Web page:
4. Teach children to control their emotions. If your child is having an outburst or temper tantrum, your best bet is to let them learn how to control their own emotions. I script this out for parents all the time. Say to your child in a calm, low voice, “When you are able to talk quietly, I’m here to listen”. Go back to the task that you are doing and using your best judgment, after a few minutes if they are still having a fit, say it again-“When you are able to talk quietly, I’m here to listen”. Short, sweet, and matter of fact.
5. Practice brevity of speech with your kids. Get to the point! After a certain amount of talking, whatever you’re trying to get across just gets lost on your child. Say Johnny wants a cookie before dinner and you want him to wait. All that you have to say is, “Honey, I want you to wait until after dinner because I made this meal especially for you and I think you will really like it”. Period. No need to go into a super long explanation about how it’s too much sugar, it will ruin his appetite, it’s not nutritious, etc. Just stick to the facts and let it lie. If he begins to tantrum, you can refer back to tip 4.
6. Give choices to your child. Part of the developmental milestone is for children to practice independence and autonomy. Let’s face it, children learn early that it’s fun to be in control. Our job as adults is to dole this control out in a way where ultimately, we are still the ones that are in total control but the child gets to use his own judgment. For example, let’s say Rebecca wants to sleep with 6 dolls in her bed each night. You know that there is really only room for 1. So you pick up her two favorite dolls and say, “Rebecca, which doll do you want to pick out to have a sleepover with tonite?!” Act excited about her choosing and I bet you anything, she’ll get on board-thinking that it is a very special thing to have a “sleepover” with her dolly! Check out this excellent article on the benefits of respecting your child’s autonomy by giving them choices:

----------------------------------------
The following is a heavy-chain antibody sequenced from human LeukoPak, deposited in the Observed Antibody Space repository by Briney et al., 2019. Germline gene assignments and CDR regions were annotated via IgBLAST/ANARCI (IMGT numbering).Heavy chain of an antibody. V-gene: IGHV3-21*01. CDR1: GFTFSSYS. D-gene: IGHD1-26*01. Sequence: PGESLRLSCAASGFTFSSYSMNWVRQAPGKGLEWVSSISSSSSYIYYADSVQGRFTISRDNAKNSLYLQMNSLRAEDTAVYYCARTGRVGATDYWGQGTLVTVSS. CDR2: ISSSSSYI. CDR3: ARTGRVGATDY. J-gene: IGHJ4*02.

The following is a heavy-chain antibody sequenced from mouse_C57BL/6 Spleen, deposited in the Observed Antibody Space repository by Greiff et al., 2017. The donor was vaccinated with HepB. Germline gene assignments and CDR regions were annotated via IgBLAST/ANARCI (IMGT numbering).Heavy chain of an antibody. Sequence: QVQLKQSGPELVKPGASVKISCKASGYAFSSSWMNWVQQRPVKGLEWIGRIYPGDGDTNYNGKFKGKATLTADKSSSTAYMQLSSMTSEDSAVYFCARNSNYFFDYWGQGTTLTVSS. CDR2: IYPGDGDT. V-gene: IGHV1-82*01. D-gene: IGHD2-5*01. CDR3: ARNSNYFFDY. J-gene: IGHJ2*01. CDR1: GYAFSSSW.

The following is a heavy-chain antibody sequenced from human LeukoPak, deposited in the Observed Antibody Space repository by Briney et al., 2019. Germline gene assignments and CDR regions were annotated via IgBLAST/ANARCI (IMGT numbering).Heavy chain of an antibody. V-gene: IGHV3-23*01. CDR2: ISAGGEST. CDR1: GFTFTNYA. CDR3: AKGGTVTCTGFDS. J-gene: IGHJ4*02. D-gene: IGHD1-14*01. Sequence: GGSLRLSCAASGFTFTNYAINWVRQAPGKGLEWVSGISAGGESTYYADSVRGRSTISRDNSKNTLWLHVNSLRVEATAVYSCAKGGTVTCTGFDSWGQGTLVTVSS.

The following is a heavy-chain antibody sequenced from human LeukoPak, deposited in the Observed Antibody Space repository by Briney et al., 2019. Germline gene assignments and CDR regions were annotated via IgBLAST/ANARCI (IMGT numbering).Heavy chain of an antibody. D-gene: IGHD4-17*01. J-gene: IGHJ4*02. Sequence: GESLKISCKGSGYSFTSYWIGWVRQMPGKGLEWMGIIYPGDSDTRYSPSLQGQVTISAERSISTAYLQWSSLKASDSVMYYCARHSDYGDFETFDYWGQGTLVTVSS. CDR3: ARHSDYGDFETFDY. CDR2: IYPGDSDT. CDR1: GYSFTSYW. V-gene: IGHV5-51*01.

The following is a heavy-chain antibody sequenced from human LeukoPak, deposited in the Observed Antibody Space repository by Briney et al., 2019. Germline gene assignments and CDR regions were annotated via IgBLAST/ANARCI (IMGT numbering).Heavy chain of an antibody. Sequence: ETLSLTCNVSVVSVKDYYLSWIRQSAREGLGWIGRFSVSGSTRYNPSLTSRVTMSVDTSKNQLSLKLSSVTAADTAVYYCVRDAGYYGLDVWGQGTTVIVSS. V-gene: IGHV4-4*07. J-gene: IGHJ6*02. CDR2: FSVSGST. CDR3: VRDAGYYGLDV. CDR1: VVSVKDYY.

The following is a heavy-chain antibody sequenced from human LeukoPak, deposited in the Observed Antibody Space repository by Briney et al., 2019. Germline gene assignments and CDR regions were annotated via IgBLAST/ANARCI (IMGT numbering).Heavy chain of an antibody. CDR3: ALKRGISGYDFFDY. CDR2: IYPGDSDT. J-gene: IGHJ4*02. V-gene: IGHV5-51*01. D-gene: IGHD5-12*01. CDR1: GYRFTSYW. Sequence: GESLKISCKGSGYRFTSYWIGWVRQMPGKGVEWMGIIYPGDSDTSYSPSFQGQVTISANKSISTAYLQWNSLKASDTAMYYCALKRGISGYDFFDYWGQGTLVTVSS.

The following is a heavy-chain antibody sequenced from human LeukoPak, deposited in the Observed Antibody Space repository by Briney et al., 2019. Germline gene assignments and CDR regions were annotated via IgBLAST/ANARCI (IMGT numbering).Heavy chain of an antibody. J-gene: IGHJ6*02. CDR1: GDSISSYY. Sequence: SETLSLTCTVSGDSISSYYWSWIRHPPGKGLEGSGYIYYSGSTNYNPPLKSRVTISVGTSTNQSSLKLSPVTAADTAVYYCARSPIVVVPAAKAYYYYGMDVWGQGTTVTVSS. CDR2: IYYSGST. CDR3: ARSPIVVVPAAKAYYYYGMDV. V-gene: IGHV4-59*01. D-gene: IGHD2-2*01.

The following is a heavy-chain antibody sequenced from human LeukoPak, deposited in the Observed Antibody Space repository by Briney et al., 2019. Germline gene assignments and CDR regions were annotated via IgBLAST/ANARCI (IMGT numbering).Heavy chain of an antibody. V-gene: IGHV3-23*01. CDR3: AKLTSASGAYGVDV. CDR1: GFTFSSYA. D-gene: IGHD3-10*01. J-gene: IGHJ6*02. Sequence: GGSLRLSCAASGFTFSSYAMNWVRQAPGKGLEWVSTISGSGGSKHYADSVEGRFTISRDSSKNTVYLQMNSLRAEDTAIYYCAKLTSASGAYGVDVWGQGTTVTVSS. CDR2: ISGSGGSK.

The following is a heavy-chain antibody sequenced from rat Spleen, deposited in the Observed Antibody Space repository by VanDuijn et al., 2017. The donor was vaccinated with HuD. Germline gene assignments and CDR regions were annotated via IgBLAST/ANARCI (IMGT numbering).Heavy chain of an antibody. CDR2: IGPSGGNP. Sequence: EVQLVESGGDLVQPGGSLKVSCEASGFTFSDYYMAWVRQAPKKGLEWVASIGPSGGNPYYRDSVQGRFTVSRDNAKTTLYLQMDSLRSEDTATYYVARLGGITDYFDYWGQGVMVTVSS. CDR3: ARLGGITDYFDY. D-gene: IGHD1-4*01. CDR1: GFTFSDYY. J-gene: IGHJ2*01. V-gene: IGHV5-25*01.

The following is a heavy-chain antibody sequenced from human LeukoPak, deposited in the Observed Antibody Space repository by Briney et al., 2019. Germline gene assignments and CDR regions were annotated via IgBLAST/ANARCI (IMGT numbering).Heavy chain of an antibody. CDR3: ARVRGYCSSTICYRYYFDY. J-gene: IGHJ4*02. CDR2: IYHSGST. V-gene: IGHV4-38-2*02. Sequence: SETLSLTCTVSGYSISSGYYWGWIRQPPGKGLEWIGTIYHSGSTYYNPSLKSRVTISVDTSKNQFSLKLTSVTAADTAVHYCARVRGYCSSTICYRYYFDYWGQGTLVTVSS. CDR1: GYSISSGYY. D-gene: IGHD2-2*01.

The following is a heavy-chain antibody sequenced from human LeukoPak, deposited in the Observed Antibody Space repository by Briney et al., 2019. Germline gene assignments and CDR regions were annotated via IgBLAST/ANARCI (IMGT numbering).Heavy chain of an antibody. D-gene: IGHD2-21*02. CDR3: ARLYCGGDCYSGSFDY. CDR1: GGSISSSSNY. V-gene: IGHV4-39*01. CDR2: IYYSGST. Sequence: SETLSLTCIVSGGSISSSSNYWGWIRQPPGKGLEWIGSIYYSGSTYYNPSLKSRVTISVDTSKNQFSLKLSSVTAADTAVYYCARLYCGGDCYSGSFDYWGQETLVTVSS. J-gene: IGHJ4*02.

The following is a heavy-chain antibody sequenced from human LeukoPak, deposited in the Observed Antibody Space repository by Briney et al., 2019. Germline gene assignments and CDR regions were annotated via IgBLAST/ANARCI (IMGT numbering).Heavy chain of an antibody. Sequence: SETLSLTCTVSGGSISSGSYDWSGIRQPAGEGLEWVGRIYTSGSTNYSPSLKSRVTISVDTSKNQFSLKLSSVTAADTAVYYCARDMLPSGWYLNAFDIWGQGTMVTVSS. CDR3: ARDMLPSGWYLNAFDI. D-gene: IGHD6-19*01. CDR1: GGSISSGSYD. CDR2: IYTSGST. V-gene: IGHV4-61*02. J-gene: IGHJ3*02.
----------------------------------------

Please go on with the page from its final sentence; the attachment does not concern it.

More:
7. Last but not least, affirm, affirm, affirm. As I talked about in my previous post, children go crazy for positive reinforcement and compliments. Tell your child what he or she is doing right! Focus on the positive skillsets that your child is developing vs. always harping on the negative behaviors. Extinction is a well-known behavioral modification intervention. We want to focus so much on the positive, prosocial behaviors, that eventually the negative behaviors will become extinct. So catch your child doing something good and tell them! Check out this article for more information on the different forms of behavioral extinction for children.
For all the parents out there that may be having some problems with their child, I hope that this information can be a helpful tool for increasing positive behaviors. Never give up! No one is a perfect parent. With that being said, what have been your tried and true methods for achieving desirable behavior from your child? What are your biggest struggles as a parent?
I’ll leave you with a quote that seems to sum up parenting a defiant child pretty well:
First they ignore you,
Then they laugh at you,
then they fight you,
then you win.